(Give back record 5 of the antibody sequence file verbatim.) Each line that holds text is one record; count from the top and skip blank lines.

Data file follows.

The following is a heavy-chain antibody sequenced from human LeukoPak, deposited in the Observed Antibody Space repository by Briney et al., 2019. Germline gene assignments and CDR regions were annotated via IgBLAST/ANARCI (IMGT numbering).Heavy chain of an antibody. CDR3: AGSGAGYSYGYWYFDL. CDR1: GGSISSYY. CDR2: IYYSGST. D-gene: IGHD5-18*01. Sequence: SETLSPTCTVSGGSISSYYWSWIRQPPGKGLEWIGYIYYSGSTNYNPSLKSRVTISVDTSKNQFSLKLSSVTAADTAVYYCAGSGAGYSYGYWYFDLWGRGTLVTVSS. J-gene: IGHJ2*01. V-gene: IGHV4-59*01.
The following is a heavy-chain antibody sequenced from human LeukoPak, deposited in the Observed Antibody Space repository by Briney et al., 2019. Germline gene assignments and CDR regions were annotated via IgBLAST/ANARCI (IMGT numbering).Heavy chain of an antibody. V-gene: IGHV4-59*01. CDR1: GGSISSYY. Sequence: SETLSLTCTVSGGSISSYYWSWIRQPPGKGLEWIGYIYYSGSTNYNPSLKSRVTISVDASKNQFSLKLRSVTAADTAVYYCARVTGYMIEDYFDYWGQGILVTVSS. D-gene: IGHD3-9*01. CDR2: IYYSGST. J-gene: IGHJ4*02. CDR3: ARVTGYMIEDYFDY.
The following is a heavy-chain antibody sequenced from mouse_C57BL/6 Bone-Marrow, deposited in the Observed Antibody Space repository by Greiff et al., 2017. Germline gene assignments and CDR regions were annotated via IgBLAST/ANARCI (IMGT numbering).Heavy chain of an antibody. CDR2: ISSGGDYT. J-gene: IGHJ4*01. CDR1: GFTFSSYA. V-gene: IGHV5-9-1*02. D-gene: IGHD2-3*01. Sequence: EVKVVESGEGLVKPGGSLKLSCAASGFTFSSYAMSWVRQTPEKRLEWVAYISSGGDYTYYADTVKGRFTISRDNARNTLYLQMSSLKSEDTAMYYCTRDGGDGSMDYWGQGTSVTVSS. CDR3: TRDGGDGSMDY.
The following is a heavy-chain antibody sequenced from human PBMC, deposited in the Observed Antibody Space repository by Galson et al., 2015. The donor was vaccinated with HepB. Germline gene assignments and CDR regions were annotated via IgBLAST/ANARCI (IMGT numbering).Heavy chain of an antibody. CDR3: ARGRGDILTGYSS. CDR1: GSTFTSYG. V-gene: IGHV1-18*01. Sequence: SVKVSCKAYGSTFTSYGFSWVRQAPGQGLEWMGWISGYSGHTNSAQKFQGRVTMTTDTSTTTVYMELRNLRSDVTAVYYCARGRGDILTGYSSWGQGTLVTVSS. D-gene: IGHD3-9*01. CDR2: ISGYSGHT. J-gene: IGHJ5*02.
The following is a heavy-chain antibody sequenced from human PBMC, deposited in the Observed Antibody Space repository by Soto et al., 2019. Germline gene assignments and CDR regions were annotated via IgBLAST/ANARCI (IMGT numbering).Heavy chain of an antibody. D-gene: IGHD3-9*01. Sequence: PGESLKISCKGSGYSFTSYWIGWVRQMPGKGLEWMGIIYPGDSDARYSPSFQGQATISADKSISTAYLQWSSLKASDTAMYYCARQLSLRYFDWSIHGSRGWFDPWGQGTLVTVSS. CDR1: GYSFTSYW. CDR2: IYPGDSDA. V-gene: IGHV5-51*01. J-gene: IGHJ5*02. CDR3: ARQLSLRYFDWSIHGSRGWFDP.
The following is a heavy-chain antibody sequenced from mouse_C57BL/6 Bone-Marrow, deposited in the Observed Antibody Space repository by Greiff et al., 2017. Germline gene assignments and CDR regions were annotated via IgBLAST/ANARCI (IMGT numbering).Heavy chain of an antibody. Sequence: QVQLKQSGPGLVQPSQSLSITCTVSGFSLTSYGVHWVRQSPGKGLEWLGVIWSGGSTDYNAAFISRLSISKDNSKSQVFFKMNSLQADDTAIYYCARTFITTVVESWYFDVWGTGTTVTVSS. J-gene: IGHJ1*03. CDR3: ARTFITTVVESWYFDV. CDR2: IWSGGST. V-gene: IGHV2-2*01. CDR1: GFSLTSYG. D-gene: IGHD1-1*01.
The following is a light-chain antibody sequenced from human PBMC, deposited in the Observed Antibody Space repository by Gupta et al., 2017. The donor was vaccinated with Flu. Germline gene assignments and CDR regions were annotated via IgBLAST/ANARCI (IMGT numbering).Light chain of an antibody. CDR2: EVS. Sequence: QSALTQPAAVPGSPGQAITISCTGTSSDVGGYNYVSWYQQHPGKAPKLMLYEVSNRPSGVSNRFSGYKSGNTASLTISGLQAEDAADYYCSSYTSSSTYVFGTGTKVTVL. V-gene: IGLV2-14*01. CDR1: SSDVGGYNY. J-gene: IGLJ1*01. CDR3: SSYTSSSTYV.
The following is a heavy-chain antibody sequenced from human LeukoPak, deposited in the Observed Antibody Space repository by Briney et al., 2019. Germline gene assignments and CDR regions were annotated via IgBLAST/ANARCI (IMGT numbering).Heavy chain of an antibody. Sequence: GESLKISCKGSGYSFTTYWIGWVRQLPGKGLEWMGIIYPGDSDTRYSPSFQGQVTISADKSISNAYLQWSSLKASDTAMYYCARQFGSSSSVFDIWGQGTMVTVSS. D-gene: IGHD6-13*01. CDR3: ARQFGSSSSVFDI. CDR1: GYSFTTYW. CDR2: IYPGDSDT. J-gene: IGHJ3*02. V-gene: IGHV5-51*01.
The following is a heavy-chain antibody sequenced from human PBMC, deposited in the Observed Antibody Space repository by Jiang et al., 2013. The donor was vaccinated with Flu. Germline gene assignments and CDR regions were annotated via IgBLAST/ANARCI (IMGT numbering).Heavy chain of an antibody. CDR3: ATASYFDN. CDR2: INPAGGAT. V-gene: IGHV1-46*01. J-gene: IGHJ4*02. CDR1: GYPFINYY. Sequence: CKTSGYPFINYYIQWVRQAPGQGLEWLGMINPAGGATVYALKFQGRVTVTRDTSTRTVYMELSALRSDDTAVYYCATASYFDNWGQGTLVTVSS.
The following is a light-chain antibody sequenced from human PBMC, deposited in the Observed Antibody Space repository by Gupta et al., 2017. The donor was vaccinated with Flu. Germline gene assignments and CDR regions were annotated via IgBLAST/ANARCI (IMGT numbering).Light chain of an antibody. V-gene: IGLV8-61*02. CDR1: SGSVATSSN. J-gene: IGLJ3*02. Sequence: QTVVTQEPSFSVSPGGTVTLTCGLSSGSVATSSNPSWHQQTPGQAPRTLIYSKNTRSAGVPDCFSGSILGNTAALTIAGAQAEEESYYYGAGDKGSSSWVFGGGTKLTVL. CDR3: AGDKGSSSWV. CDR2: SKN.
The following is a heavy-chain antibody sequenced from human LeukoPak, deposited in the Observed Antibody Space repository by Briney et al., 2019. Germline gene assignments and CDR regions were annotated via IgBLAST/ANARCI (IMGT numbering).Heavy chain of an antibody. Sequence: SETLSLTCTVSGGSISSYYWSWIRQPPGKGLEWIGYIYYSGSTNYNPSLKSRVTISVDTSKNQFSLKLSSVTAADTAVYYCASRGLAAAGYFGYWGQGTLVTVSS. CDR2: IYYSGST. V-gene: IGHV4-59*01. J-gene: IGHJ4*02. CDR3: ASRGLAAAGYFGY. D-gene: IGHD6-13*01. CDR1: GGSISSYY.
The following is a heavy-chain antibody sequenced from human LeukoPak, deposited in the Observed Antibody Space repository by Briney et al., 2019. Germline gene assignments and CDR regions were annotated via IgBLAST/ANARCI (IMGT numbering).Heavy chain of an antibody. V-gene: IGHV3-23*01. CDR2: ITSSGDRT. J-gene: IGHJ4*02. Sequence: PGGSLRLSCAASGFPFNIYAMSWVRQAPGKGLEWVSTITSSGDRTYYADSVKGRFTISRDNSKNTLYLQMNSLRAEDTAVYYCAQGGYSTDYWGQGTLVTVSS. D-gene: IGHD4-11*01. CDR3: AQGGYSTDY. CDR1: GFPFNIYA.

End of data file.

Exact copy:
The following is a heavy-chain antibody sequenced from human PBMC, deposited in the Observed Antibody Space repository by Soto et al., 2019. Germline gene assignments and CDR regions were annotated via IgBLAST/ANARCI (IMGT numbering).Heavy chain of an antibody. D-gene: IGHD3-9*01. Sequence: PGESLKISCKGSGYSFTSYWIGWVRQMPGKGLEWMGIIYPGDSDARYSPSFQGQATISADKSISTAYLQWSSLKASDTAMYYCARQLSLRYFDWSIHGSRGWFDPWGQGTLVTVSS. CDR1: GYSFTSYW. CDR2: IYPGDSDA. V-gene: IGHV5-51*01. J-gene: IGHJ5*02. CDR3: ARQLSLRYFDWSIHGSRGWFDP.